• Data losses may still exist upon recovery operations and should be reviewed to determine any actions required as a part of the overall restoration process.

Incident Management

How a company plans and handles potential outage risks and performs recovery operations when outages can determine

Before the outage occurs:

Prior to a systems outage occurrence companies should perform a risk analysis of their critical computer systems and associated processes as a part of the business continuity plan. Key areas to review and ensure action on are:

  • What computer systems are vital to day-to-day operations?
    • Identify and document Business Systems – systems needed (i.e. accounting, QMS, CAPA, Safety, Production Testing, etc… – are manual backup processes defined, existing procedures documented)
  • What are the business vulnerabilities?
    • Hardware / Software
    • Information / Data
    • Systems and Processes
    • Buildings / People
    • Partnerships / Suppliers
    • Other
  • Determine if there have been past interruptions
    • What is the potential for future disruptions?
    • What is the cost of that disruption if it is known?
    • Need to consider factors unique to local environment/community.
    • Evaluate and rate the probability of business interruptions.
  • Identify and document critical systems and their associate procedures – hardware and software requirements, recovery plans, communications / reporting, people, process, procedures, etc.
    • Identify the recovery times needed to prevent or reduce financial losses (Product loss, operational downtime, operational timing, manual processes (workarounds), workaround process vs. normal process data collection, data merge (recovery methods), etc.
    • Ensure both the recovery methods and workaround processes meet regulatory needs.

When the outage occurs:

  • Identify the scope of the outage:
    • What systems, processes, data, and product are affected?
    • What is the scope of the outage?
      • When was the last known good backup?
      • How much data could be lost, corrupted, affected?
      • How quickly can it be accessed and restored?
  • Identify and perform the recovery methods for the outage:
    • Are there a documented recovery plans for that system?
      • What is the defined maximum recovery time (before the business continuity is affected)?
      • What resources need to be assigned for the recovery and restoration?
      • What manual processes (workarounds) need to be activated?
      • What hardware, software, environmental, procedural and personnel requirements are needed for the recovery and restoration?
      • What are the restoration activities required once data recovery is complete?
        • How will the data from the workaround processes be integrated / merged with the recovered system?
  • Identify and perform the process for the documentation of the outage and recovery activities:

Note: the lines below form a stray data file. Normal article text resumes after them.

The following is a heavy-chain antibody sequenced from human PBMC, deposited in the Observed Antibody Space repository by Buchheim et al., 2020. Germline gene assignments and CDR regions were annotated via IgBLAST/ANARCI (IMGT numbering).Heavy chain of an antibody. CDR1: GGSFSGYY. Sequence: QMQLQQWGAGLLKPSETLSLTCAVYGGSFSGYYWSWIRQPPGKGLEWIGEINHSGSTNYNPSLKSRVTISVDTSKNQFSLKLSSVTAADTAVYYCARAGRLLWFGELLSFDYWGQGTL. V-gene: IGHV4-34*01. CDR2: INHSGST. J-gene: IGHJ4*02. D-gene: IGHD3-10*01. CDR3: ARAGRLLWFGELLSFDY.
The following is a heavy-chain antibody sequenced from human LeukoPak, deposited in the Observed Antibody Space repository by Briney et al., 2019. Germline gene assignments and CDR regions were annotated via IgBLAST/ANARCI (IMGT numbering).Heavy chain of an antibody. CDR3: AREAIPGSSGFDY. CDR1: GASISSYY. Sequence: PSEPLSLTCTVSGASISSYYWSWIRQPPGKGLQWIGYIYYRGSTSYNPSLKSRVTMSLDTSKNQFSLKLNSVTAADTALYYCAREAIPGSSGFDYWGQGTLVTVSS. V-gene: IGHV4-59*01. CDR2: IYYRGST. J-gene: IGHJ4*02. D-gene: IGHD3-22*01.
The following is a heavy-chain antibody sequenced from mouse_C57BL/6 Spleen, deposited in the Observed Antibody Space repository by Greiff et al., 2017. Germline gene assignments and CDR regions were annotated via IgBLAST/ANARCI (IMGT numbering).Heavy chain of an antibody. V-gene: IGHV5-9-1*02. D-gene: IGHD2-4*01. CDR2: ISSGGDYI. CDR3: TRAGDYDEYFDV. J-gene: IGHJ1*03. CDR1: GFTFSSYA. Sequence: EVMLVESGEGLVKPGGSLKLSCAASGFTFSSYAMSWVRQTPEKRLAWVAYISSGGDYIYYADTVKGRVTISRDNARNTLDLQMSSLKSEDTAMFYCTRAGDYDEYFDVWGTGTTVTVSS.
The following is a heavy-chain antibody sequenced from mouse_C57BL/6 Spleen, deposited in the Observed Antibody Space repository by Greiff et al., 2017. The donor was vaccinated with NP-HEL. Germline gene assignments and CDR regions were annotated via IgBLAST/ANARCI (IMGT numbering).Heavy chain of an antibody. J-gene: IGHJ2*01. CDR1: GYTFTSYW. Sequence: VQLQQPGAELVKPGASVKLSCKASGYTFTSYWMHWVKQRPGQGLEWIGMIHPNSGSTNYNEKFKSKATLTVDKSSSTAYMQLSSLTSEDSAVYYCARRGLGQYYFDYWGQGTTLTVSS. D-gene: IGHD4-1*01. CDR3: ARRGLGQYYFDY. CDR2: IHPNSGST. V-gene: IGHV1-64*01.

• Are there any gaps between the recovered data and the workaround processes? (lost data)
    • Do the gaps represent a risk to product, regulatory requirements, or end-users?
    • What reporting or records are required to document the outage, recovery and restoration activities for historical / regulatory purposes?

After the recovery and restoration:

  • What was the root cause of the outage?
    • Can it be prevented from occurring again?
    • What are the redundancies that can prevent or reduce the affects of future outages?
      • Did all of the workarounds perform properly / adequately?
      • Did all of the restoration and recovery activities perform properly / adequately?
      • What were the costs of the outage?
        • Equipment costs
        • Personnel costs
        • Operational losses (product, downtime cost per hour, lost productivity, etc.)

Today’s businesses collect and utilize data for almost every process and action performed on a day-to-day basis. Loss of access to that data can degrade, cripple, or halt business operations; this could cause risks to the company’s products, services, or in critical cases, even the company’s existence. Business continuity planning and risk assessments, disaster recovery plans with test drills, and data backup and recovery procedures will help a company ensure survivability in this dangerous world of disaster!


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Note: The views expressed in this article are those of the author and do not necessarily represent those of his or her employer, GxP Lifeline, its editor or MasterControl Inc.

Louis Rutledge, is a MasterControl expert with over two and half decades of experience in process engineering, document control implementation, software configuration management, computer systems / process validation and quality management systems. Since joining MasterControl in 2001, Rutledge has led software implementation and validation projects for more than 240 customers in the General Manufacturing, Medical Device, Blood & Biologics, and Pharma industries, in the United States, Canada, and United Kingdom. His expertise includes validation planning, protocol development, process and tool development and implementation. He is experienced in ISO 9001, ISO13485, TL9000, QS9000, 21CFR Parts 11, 210-211, 606, and 820, Q7A, ICH Annex 11, the Capability Model (CMM/CMMI) for Software Development, as well as ANSI, ICH, IEEE, and BABT specifications. Rutledge has a technical degree in electronics from the U.S. Navy and lead auditor certifications for ISO 9000 and TL9000 quality standards. He is an active member of the American Society for Quality, ISPE, and CMU SEI SEPG communities.